▪  The Aces entered the game assisting on 65 percent of their baskets, a mark that ranked sixth nationally and 17.5 assists, ninth nationally. Against WSU, they recorded nine assists, one above their season-low. The Shockers disrupted Evansville’s motion offense as well as I’ve seen a WSU team do it. The Aces were often forced to work late into the shot clock or go one-on-one.

“Too many times we got caught out there and we’re stationary dribbling and they’re getting up into us and that really causes us problems as far as delivering the basketball,” Evansville coach Marty Simmons said. “When you don’t use the dribble to attack against Wichita State, it causes a ton of problems.”

In past games, the Aces were often able to get the ball to their big man, once the Shockers started selling out to stop players such as Colt Ryan or D.J. Balentine curling off screens. That left players such as Pieter van Tongeren and Egidijus Mockevicius open after a slip to the basket.

The Shockers refused to allow that action to gain much traction on Saturday.

“We emphasized that a lot,” Baker said. “Any time Big Mo set a screen, you’ve got to be at the level (of the screen), you’ve got to feel him and show face and that was Balentine, if he does curl, he has to take a three-foot curl off our defender instead of right of Big Mo and that disrupts it just a split-second enough to set your defense.”

You’ve got to go back to the heralded 2007-08 team to find a team that limited the Aces with such success. First-year coaches Marshall and Simmons matched up in a 64-56 Aces win at Roberts Stadium. WSU lost despite holding the Aces to 30 percent shooting (15 of 50) and 12 assists.

Those shooting numbers match Saturday’s exactly.

▪  In that 2007-08 game, the Aces outscored WSU 26-16 at the foul line, a constant irritant for the Shockers over the year. Players such as Ryan and Balentine live at the line.

On Saturday, WSU outscored the Aces 19-9 at the line. It is the fourth team this season to win that battle and the Aces are 1-3 in those games.

WSU played good defense without fouling and negated an important part of Evansville’s offense. The Aces, with 287 made free throws, are second in the MVC in points from the line.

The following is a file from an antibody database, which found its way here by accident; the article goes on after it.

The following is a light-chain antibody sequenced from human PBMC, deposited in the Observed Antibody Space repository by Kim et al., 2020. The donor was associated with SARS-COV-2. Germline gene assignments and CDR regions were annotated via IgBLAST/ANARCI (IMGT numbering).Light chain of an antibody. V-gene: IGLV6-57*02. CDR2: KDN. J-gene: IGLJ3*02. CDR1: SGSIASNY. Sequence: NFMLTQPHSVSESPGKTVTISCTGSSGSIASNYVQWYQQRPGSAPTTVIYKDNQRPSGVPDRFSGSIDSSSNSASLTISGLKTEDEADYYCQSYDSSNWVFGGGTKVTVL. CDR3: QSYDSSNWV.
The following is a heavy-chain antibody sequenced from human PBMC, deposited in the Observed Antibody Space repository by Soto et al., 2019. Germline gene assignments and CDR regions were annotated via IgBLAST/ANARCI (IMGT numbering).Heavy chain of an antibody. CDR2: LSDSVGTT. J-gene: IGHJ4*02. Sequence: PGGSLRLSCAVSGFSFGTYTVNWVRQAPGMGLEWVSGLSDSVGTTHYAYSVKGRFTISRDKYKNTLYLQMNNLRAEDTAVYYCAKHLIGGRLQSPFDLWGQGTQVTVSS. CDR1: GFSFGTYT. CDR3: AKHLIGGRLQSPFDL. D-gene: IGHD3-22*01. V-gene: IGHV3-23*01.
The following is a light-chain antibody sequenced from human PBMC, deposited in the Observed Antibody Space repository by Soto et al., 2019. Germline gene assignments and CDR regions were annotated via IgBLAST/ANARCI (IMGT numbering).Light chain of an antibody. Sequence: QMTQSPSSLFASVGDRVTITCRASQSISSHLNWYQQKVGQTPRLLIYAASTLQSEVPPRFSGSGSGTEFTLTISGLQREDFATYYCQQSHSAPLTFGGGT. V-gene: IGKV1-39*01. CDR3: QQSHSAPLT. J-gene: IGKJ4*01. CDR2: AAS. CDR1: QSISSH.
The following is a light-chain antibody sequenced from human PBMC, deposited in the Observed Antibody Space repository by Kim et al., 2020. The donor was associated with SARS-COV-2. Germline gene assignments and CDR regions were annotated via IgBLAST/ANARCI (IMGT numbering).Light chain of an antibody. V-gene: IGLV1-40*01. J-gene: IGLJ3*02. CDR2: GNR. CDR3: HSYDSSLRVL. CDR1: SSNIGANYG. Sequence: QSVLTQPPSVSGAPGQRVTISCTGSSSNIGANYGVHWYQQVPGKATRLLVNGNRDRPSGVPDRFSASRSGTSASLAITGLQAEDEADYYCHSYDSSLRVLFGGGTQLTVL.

▪  Baker added another chase-down block to his list and watching him fly from behind to swat away shots by unsuspecting opponents is routine. His 14 blocks lead the Shockers and most of them seem to come from behind, largely because he is relentless.

“Where they’re different is that they play so hard,” Simmons said. “Even when they’re behind you, they made a couple great blocks from behind. Baker is a tremendous competitor. Cotton is a tremendous competitor.”

One of the themes from WSU’s loss to George Washington and the close game at Drake was that opponents no longer saw the Shockers as the invincible 35-0 machine from last season. We saw that change a bit on Saturday. The Aces talked about not being ready to play, lacking confidence after a slow start and getting frustrated.

Simmons dismissed most of that, while admitting WSU’s aggressiveness ruled most of the day.

“The physicality, we’ve got to embrace it,” he said. “We didn’t handle it very good today. They play extremely hard. That’s the trademark of their program.”

Those are different words than we heard after the Hawaii, GW and Drake games. If there are points to be won during film study and preparation, perhaps the Shockers are moving closer to stealing some hope from their opponents before tip-off.